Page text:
The problem, though, is finding lineups that can supply that point-scoring goodness while maintaining enough defensive integrity. Carmelo Anthony has become a load-bearing presence in their offense as he’s eased into a regular season version of the mythical Olympic Melo, but he’s possibly the leakiest defender in their rotation and requires stauncher teammates to cover for him; Malik Monk offers a much-needed jolt athleticism and shooting in theory, but not much of either of them in practice. Anthony Davis is possibly the best center in the NBA, yet insists on playing as a power forward alongside Dwight Howard or DeAndre Jordan—which, in turn, makes it difficult to find a natural spot for Russell Westbrook. 

As such, the challenge for Frank Vogel is to assemble lineups that accentuate his players’ strengths while masking their obvious weaknesses; the roster is stocked with gifted players, albeit ones who largely require the right context for their gifts to fully come into focus. The Lakers have an array of shooters who can’t defend, defenders who can’t shoot, big men who can’t play together, and a Rajon Rondo who straight-up can’t play. For Vogel, building a workable five-man unit is a task somewhere between playtime with Mr. Potato Head and an LSAT logic game—here’s an adaptable, customizable set-up with a raft of distinct and productive parts, but one that’s also riddled with prerequisites and limitations.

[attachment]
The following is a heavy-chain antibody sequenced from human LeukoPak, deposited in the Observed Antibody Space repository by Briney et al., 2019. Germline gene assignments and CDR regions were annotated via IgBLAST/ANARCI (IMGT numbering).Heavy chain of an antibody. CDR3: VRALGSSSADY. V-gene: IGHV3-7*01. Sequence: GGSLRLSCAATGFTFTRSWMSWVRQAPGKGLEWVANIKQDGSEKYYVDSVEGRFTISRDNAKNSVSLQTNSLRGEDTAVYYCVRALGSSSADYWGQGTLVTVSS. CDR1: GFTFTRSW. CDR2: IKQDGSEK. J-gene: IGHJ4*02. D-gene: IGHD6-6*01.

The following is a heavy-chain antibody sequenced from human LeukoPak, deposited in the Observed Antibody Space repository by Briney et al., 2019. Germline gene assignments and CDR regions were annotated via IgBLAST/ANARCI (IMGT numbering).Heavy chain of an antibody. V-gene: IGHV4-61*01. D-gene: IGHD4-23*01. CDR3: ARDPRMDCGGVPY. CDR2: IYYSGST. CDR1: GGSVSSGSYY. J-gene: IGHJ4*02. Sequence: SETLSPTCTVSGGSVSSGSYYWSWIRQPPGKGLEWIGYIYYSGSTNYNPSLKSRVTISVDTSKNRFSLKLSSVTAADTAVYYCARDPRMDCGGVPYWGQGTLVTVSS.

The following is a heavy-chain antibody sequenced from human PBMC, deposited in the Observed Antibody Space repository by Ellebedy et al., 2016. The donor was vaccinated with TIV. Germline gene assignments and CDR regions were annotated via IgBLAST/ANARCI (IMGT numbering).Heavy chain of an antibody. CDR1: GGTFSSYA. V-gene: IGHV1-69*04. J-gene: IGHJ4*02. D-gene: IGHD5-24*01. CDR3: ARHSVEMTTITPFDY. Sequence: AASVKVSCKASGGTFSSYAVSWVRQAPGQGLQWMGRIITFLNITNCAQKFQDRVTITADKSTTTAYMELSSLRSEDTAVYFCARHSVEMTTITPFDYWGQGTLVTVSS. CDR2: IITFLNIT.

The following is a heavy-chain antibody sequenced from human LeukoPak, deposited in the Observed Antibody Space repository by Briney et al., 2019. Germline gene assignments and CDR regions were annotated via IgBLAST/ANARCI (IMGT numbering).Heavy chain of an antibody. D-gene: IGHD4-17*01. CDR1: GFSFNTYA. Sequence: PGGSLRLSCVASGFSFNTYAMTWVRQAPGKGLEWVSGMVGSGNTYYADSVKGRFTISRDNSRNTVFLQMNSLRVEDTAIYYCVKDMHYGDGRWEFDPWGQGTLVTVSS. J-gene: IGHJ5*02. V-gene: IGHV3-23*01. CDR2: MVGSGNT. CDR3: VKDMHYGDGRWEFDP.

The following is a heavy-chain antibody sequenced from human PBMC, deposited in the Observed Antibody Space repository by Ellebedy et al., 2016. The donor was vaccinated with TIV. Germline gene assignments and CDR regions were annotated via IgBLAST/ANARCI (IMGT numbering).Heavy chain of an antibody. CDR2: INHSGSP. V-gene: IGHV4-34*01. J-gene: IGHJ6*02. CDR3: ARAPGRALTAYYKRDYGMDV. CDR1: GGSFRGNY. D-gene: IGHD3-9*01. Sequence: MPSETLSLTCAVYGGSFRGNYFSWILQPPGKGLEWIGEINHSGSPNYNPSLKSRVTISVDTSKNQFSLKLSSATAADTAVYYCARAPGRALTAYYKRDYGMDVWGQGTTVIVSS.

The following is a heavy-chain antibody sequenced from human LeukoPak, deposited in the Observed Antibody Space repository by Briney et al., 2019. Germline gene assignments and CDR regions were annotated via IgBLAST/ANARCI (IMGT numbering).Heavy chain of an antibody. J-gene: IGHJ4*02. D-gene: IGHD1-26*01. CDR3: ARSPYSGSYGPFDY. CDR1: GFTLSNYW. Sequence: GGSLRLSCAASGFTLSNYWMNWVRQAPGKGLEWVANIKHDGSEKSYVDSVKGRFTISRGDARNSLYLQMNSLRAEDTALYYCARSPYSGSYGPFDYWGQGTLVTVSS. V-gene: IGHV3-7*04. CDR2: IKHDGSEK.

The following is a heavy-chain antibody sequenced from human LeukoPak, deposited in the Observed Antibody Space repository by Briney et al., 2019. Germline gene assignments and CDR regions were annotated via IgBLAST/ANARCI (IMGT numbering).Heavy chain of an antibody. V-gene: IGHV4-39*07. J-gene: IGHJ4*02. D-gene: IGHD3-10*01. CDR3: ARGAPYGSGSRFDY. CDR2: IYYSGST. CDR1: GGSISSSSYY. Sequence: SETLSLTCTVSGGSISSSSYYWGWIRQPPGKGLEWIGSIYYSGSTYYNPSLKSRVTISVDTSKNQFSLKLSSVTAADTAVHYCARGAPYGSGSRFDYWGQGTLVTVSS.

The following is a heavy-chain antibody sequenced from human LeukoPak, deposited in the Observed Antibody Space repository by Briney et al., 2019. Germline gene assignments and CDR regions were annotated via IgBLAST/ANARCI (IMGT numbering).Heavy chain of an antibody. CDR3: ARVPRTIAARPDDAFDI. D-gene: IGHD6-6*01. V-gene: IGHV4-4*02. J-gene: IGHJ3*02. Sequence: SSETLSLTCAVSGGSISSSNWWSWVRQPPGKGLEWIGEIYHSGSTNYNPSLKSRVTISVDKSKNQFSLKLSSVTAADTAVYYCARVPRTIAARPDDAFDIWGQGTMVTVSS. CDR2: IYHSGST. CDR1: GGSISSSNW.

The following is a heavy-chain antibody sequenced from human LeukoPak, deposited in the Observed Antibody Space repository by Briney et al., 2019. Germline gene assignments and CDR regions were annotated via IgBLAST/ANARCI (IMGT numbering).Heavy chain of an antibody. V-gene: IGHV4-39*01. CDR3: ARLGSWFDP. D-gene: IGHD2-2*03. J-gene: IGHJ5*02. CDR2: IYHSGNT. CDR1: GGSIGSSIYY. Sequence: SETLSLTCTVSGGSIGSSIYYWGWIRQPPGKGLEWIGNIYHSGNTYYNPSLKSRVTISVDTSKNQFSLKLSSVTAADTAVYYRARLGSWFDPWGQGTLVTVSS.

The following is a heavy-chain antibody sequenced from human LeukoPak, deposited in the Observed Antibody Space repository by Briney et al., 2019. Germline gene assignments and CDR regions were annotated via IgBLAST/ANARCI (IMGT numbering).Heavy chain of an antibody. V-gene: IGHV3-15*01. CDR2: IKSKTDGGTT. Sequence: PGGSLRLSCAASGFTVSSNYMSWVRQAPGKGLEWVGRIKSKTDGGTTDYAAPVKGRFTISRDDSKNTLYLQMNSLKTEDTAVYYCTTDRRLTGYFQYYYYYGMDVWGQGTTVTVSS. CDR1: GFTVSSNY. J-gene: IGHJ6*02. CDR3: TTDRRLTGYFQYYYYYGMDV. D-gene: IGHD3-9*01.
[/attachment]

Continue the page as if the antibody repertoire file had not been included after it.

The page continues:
Certainly, there’s no rush (yet) for Vogel to solve the Gordian Knot that is his roster. The Lakers have such iridescent, undeniable talent that they could probably secure home-court advantage in the playoffs if they were coached by a semi-trained seal; the Lakers have a winning record even while James, Davis and Westbrook have gotten off to uncharacteristically slow and irritable starts to the season. Still, for the Lakers to achieve the kind of postseason success that this roster is capable of achieving, they need to solidify an identity and scheme.

It’s a mystery whether the Lakers will unleash inverted pick-and-rolls with Westbrook screening for James or if Trevor Ariza and Talen Horton-Tucker will be the remedy for the Lakers’ shallow wing depth once they get healthy or if Davis can rediscover his bubble sharp-shooting. But, in a regular season that sometimes feels like a lifeless prelude to the postseason, the Lakers’ fledgling attempts at self-discover will, at the very least, be a joy to watch.